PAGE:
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Open access

Mackenzie Holman, Madeline P. Casanova, and Russell T. Baker

Context: Patient-reported outcomes are widely used in health care. The Disablement in the Physically Active (DPA) Scale Short Form-8 (SF-8) was recently proposed as a valid scale for the physically active population. However, further psychometric testing of the DPA SF-8 has not been completed, and scale structure has not been assessed using a sample of adolescent athletes. Objective: To assess scale structure of the DPA SF-8 in a sample of adolescent high-school athletes. Main Outcome Measure(s): Adolescent athletes (n = 289) completed the DPA SF-8. Confirmatory factor analysis (CFA) was conducted to assess the psychometric properties of the scale. Results: The CFA of the DPA SF-8 indicated that the model exceeded recommended fit indices (Comparative Fit Index = .976, Tucker–Lewis Index = .965, Root Mean Square Error of Approximation = .061, and Bollen’s Incremental Fit Index = .976). All factor loadings were significant and ranged from .62 to .86. Modification indices did not suggest that meaningful cross-loadings were present or additional specifications that could further maximize fit or parsimony. Conclusions: The CFA of the DPA SF-8 met contemporary model fit recommendations in the adolescent athlete population. The results confirmed initial findings supporting the psychometric properties of the DPA SF-8 as well as the uniqueness of the quality-of-life and physical summary factors in an adolescent population. Further research (eg, reliability, invariance between groups, minimal clinically important differences, etc) is warranted to inform scale use in clinical practice and research.

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Jena A. Hansen-Honeycutt, Alan M. Nasypany, and Russell T. Baker

Two physically active patients presented with low back pain (LBP) and were previously diagnosed with a herniated disc. A unique treatment combination of a muscle energy technique (MET) and MyoKinesthetic (MYK) treatments were used to decrease pain and improve function. The treatment combination displayed clinically significant short-term improvements in four treatments or less and both patients reported no recurrence of pain at their 1-year follow-up. It is questionable if the presence of an anatomical abnormality, such as a herniated disc, is truly the source or unrelated to those experiencing LBP; utilizing a MET and MYK treatment may be beneficial for other patients reporting similar symptoms.

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Alex T. Strauss, Austin J. Parr, Daniel J. Desmond, Ashmel T. Vargas, and Russell T. Baker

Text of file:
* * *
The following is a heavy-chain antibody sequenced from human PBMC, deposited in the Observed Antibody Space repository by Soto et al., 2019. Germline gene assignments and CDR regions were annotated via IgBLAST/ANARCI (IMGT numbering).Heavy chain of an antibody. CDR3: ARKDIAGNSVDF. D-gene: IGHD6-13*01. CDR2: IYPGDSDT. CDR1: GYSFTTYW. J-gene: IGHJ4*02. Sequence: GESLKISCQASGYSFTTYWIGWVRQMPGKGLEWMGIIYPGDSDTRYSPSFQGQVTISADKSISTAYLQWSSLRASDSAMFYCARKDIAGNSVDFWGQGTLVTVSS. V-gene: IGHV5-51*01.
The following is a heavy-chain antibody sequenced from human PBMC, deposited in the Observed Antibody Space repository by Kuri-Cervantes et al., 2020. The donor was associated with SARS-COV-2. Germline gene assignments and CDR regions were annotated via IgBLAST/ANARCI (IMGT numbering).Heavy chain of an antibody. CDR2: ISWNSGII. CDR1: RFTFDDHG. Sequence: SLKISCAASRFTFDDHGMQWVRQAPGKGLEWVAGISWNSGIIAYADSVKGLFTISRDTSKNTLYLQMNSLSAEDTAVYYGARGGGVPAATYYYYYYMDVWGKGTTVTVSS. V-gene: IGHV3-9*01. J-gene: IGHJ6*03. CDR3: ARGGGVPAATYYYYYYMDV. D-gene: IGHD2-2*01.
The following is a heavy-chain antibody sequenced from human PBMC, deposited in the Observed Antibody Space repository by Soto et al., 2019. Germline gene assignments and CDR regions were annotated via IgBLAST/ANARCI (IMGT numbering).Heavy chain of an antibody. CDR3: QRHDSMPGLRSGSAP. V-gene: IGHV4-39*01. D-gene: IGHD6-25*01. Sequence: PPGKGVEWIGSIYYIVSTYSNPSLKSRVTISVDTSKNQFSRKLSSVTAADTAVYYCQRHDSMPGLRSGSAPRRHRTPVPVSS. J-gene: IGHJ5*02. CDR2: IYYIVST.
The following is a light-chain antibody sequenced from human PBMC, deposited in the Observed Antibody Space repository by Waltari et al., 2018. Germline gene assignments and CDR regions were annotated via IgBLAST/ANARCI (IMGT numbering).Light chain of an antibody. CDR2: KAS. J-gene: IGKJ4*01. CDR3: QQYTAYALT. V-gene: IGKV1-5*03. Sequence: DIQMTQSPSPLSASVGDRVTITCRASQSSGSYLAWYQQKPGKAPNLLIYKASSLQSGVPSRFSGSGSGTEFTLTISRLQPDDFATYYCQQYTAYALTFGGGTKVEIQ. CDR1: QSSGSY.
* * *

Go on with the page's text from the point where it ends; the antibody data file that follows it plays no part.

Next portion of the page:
Context: The Functional Movement Screen (FMS) provides clinicians with objective criteria to assess movement patterns and overall movement quality. A relationship between low FMS composite scores and increased risk of injury has been reported, and researchers have begun to test the effect of interventions to improve FMS composite scores. Total Motion Release (TMR®), a novel active movement intervention, has been found to produce improvements in range of motion, as well as patient-reported pain and dysfunction. The effect of TMR® on movement patterns or movement quality is unknown. Objective: To assess the effect of a single treatment application of TMR® on FMS composite scores in participants with low baselines FMS composite scores. Design: Single-blind randomized controlled study. Setting: Athletic training laboratory. Participants: Twenty-four participants (12 males and 12 females) with FMS composite scores of 13 or lower were randomly assigned to either a treatment group or control group. The FMS screening procedure was completed on all participants in a pretest and posttest design. Interventions: In between FMS testing sessions, participants assigned to the treatment group completed the TMR® FAB 6-treatment protocol, whereas the control group participants did not receive an intervention. Following the treatment period (ie, 20 min), participants again completed the FMS. Main Outcome Measure: FMS composite scores. Results: The improvement in FMS composite scores was significantly better (P ≤ .001, Cohen’s d = 1.69) in the TMR® group (mean change = 3.7 [2.2]) compared with the control group (mean change = 0.7 [1.2]). Conclusions: A single application of the TMR® FAB 6 protocol produced immediate acute improvements in FMS composite scores in a young, physically active population compared with no intervention. Clinical Relevance: Research evidence exists to suggest impaired or dysfunctional movement patterns or movement quality increases risk of injury. The FMS is commonly utilized to assess movement quality and risk of injury. This study provides initial evidence that the use of TMR® rapidly produces acute improvements in movement quality, as measured by the FMS.